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J Biol Chem. 2011 Sep 23;286(38):33520-32. doi: 10.1074/jbc.M111.256164. Epub 2011 Jul 28.

Epithelial cell adhesion molecule (EpCAM) complex proteins promote transcription factor-mediated pluripotency reprogramming.

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Department of Medical Research, National Taiwan University Hospital, Taipei 100, Taiwan.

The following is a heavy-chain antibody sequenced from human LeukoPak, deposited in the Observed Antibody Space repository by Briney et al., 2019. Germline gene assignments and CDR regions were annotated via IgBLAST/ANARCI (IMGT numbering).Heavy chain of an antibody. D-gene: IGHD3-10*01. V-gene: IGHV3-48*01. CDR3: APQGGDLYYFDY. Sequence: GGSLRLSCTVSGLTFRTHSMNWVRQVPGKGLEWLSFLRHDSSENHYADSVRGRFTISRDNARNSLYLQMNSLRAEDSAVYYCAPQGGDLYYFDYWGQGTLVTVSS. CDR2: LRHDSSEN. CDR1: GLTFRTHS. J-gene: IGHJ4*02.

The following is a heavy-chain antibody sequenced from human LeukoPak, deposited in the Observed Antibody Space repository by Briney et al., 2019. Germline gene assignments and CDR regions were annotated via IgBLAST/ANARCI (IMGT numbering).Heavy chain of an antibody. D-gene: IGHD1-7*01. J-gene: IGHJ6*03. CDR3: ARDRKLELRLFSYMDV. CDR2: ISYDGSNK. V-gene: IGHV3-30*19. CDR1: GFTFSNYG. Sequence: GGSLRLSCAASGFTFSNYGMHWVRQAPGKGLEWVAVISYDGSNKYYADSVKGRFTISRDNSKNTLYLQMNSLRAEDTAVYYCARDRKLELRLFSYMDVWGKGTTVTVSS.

Epithelial cell adhesion molecule (EpCAM) is a transmembrane glycoprotein that is highly expressed in embryonic stem cells (ESCs) and its role in maintenance of pluripotency has been suggested previously. In epithelial cancer cells, activation of the EpCAM surface-to-nucleus signaling transduction pathway involves a number of membrane proteins. However, their role in somatic cell reprogramming is still unknown. Here we demonstrate that EpCAM and its associated protein, Cldn7, play a critical role in reprogramming. Quantitative RT-PCR analysis of Oct4, Sox2, Klf4, and c-Myc (OSKM) infected mouse embryonic fibroblasts (MEFs) indicated that EpCAM and Cldn7 were up-regulated during reprogramming. Analysis of numbers of alkaline phosphatase- and Nanog-positive clones, and the expression level of pluripotency-related genes demonstrated that inhibition of either EpCAM or Cldn7 expression resulted in impairment in reprogramming efficiency, whereas overexpression of EpCAM, EpCAM plus Cldn7, or EpCAM intercellular domain (EpICD) significantly enhanced reprogramming efficiency in MEFs. Furthermore, overexpression of EpCAM or EpICD significantly repressed the expression of p53 and p21 in the reprogramming MEFs, and both EpCAM and EpICD activated the promoter activity of Oct4. These observations suggest that EpCAM signaling may enhance reprogramming through up-regulation of Oct4 and possible suppression of the p53-p21 pathway. In vitro and in vivo characterization indicated that the EpCAM-reprogrammed iPSCs exhibited similar molecular and functional features to the mouse ESCs. In summary, our studies provide additional insight into the molecular mechanisms of reprogramming and suggest a more effective means of induced pluripotent stem cell generation.

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